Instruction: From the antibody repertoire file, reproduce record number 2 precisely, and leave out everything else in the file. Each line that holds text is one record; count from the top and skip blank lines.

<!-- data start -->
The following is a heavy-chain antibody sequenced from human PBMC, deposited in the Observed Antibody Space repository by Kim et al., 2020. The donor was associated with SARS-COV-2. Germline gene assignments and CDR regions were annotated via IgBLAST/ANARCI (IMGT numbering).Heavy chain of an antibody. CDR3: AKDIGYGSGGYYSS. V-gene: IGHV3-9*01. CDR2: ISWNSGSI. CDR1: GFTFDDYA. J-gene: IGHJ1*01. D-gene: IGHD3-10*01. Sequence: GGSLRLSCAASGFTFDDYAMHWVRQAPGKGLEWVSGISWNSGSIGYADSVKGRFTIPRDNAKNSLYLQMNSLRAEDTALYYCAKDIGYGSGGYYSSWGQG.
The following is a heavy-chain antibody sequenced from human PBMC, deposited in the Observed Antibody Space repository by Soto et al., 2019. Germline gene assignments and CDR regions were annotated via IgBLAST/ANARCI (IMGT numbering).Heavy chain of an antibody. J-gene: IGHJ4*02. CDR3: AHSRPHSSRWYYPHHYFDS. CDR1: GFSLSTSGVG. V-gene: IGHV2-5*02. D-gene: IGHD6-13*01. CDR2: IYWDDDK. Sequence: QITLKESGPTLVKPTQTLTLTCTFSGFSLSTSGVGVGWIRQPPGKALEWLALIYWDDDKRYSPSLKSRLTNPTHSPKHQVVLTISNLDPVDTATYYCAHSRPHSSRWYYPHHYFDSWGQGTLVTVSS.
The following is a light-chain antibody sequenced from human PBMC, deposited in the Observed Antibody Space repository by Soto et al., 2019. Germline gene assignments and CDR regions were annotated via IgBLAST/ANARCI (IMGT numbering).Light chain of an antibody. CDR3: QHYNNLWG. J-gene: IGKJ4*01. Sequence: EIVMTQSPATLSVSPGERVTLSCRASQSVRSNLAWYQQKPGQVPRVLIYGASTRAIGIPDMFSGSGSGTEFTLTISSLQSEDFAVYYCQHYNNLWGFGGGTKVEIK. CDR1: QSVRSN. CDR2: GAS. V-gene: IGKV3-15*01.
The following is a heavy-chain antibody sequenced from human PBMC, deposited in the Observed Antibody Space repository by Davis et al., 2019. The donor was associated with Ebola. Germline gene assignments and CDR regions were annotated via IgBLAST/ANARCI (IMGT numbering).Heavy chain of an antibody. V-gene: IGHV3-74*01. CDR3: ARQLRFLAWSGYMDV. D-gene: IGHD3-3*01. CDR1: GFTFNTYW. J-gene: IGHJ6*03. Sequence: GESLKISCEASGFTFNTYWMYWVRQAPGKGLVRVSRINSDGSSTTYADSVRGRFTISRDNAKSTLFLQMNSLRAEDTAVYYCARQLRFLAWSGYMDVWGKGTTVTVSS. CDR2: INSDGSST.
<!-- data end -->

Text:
The following is a heavy-chain antibody sequenced from human PBMC, deposited in the Observed Antibody Space repository by Soto et al., 2019. Germline gene assignments and CDR regions were annotated via IgBLAST/ANARCI (IMGT numbering).Heavy chain of an antibody. J-gene: IGHJ4*02. CDR3: AHSRPHSSRWYYPHHYFDS. CDR1: GFSLSTSGVG. V-gene: IGHV2-5*02. D-gene: IGHD6-13*01. CDR2: IYWDDDK. Sequence: QITLKESGPTLVKPTQTLTLTCTFSGFSLSTSGVGVGWIRQPPGKALEWLALIYWDDDKRYSPSLKSRLTNPTHSPKHQVVLTISNLDPVDTATYYCAHSRPHSSRWYYPHHYFDSWGQGTLVTVSS.